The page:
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Ullrich v. State of California Attorney General

January 22, 2008


The opinion of the court was delivered by: M. James Lorenz United States District Court Judge


Petitioner, a state prisoner proceeding pro se, filed a Petition for Writ of Habeas Corpus pursuant to 28 U.S.C. § 2254 ("Petition"). The case was referred to United States Magistrate Judge Louisa S. Porter for a report and recommendation pursuant to 28 U.S.C. § 636(b)(1)(B) and Civil Local Rule 72.3. By order filed July 9, 2007, the court dismissed the petition as untimely, and a judgment was entered on July 10, 2007. On July 23, 2007, Petitioner filed a Motion for Reconsideration of Dismissal. The court accepted and reviewed two sets of subsequently-filed supplemental briefs in support of Petitioner's motion for reconsideration.*fn1

For the reasons which follow, Petitioner's motion for reconsideration is DENIED.

Petitioner challenges his state court petty theft conviction, which became final on June 9, 1997. The Petition was filed almost eight years later, on May 12, 2005. Respondent filed a motion to dismiss arguing, among other things, that the Petition was untimely under the one-year statute of limitations pursuant to 28 U.S.C. § 2244(d). The Magistrate Judge issued a report and recommendation recommending dismissal. Petitioner filed objections together with additional evidence. The court considered Petitioner's additional evidence, and remanded the Petition to the Magistrate Judge for further briefing to give Petitioner an opportunity to brief whether either statutory or equitable tolling applied to extend the statute of limitations in his case. After additional briefing, the Magistrate Judge issued a report and recommendation again recommending to dismiss the Petition as untimely. Petitioner did not timely file objections, and the court adopted her report and recommendation. The Petition was dismissed and a judgment was entered. In his pending motion, Petitioner requests the court to reconsider the dismissal.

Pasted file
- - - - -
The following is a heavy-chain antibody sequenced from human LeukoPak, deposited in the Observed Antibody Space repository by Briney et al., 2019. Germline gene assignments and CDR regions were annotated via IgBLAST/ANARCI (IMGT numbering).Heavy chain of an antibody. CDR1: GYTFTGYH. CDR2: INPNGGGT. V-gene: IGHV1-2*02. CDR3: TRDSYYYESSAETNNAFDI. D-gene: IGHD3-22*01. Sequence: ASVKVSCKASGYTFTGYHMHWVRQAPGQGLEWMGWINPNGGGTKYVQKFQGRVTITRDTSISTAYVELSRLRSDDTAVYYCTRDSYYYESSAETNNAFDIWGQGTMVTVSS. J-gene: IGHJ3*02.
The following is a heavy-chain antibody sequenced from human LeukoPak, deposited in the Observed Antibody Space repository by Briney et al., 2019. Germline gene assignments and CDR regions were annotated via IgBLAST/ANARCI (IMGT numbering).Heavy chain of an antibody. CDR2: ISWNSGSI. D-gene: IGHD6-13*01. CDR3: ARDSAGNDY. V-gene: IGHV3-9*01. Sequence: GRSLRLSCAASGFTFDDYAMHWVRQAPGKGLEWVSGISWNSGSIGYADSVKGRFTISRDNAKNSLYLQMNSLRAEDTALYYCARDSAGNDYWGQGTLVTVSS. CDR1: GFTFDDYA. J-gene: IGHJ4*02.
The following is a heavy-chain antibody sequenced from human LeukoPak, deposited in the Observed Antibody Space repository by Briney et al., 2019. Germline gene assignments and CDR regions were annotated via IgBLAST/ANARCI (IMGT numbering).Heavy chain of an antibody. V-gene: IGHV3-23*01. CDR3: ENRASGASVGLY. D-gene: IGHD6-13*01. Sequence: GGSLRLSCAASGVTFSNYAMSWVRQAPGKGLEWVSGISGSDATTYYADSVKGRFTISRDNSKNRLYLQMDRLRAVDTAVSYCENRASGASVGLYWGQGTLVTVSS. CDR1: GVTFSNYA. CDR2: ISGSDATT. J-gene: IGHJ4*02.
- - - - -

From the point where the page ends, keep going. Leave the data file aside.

When a habeas petitioner raises a new constitutional challenge to a state court conviction for the first time in a motion to reconsider, the motion may be construed as a "second or successive" petition and denied on that ground. See Cooper v. Calderon, 274 F.3d 1270, 1273-74 (9th Cir. 2001); see also Hamilton v. Newland, 374 F.3d 822, 824-25 (9th Cir. 2004). This is not the case here, where Petitioner moves the court to reconsider a claim it has already decided. See Hamilton, 374 F.3d at 825. It is appropriate to rule on a motion for reconsideration where a petitioner challenges a court's ruling that the statute of limitations bars his claims, as is the case See id.; but see Ortiz v. Stewart, 195 F.3d 520 (9th Cir. 1999).

Petitioner does not specify whether his motion is brought pursuant to Rule 59(e) or 60(b). Because the motion was filed within the time prescribed by Rules 59(e) and 6(a), the court considers it under Rule 59(e) and 60(b) standards.